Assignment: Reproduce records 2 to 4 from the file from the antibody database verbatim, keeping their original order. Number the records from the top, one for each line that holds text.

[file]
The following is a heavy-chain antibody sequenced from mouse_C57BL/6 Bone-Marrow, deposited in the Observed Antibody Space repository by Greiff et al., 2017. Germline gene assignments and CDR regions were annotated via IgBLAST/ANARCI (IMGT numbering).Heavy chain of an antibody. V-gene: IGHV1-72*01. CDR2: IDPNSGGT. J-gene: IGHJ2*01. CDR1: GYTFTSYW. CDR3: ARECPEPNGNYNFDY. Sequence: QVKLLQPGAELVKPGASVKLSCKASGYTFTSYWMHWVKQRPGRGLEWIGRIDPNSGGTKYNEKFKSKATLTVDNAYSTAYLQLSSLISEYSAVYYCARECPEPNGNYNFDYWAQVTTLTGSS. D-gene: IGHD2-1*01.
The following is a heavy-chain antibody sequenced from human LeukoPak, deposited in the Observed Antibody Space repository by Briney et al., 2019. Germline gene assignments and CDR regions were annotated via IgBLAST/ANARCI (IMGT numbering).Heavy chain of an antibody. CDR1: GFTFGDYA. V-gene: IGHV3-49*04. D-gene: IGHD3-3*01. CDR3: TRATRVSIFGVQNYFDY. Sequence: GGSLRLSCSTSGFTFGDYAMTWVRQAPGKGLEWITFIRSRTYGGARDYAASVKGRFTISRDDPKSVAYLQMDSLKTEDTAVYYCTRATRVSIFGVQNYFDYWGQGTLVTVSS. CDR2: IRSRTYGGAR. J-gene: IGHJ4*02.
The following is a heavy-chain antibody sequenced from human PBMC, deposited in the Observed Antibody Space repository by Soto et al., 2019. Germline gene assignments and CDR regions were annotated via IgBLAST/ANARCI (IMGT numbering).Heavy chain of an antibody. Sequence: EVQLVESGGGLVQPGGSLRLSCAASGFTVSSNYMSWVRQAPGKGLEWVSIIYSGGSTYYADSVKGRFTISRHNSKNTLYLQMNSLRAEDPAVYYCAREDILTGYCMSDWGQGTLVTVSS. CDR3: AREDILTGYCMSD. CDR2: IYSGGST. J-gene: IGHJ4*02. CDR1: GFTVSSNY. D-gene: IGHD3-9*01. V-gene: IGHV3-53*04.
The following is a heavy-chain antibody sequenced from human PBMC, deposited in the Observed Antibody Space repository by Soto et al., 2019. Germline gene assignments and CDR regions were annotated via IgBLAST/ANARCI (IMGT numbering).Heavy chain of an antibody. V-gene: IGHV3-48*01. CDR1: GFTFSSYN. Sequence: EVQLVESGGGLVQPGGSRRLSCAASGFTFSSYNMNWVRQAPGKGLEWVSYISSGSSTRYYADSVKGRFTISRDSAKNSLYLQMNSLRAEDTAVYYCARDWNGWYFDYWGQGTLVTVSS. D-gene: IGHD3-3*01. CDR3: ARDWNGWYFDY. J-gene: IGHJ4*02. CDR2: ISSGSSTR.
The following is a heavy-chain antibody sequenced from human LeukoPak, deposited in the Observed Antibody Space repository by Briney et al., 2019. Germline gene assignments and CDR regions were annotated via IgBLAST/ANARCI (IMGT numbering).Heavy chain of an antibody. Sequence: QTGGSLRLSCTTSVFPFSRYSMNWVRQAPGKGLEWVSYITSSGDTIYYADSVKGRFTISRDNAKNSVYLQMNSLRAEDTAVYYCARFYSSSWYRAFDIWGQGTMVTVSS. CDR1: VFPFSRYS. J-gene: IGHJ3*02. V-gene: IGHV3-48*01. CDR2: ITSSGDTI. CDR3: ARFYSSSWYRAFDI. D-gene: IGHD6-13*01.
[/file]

The following is a heavy-chain antibody sequenced from human LeukoPak, deposited in the Observed Antibody Space repository by Briney et al., 2019. Germline gene assignments and CDR regions were annotated via IgBLAST/ANARCI (IMGT numbering).Heavy chain of an antibody. CDR1: GFTFGDYA. V-gene: IGHV3-49*04. D-gene: IGHD3-3*01. CDR3: TRATRVSIFGVQNYFDY. Sequence: GGSLRLSCSTSGFTFGDYAMTWVRQAPGKGLEWITFIRSRTYGGARDYAASVKGRFTISRDDPKSVAYLQMDSLKTEDTAVYYCTRATRVSIFGVQNYFDYWGQGTLVTVSS. CDR2: IRSRTYGGAR. J-gene: IGHJ4*02.
The following is a heavy-chain antibody sequenced from human PBMC, deposited in the Observed Antibody Space repository by Soto et al., 2019. Germline gene assignments and CDR regions were annotated via IgBLAST/ANARCI (IMGT numbering).Heavy chain of an antibody. Sequence: EVQLVESGGGLVQPGGSLRLSCAASGFTVSSNYMSWVRQAPGKGLEWVSIIYSGGSTYYADSVKGRFTISRHNSKNTLYLQMNSLRAEDPAVYYCAREDILTGYCMSDWGQGTLVTVSS. CDR3: AREDILTGYCMSD. CDR2: IYSGGST. J-gene: IGHJ4*02. CDR1: GFTVSSNY. D-gene: IGHD3-9*01. V-gene: IGHV3-53*04.
The following is a heavy-chain antibody sequenced from human PBMC, deposited in the Observed Antibody Space repository by Soto et al., 2019. Germline gene assignments and CDR regions were annotated via IgBLAST/ANARCI (IMGT numbering).Heavy chain of an antibody. V-gene: IGHV3-48*01. CDR1: GFTFSSYN. Sequence: EVQLVESGGGLVQPGGSRRLSCAASGFTFSSYNMNWVRQAPGKGLEWVSYISSGSSTRYYADSVKGRFTISRDSAKNSLYLQMNSLRAEDTAVYYCARDWNGWYFDYWGQGTLVTVSS. D-gene: IGHD3-3*01. CDR3: ARDWNGWYFDY. J-gene: IGHJ4*02. CDR2: ISSGSSTR.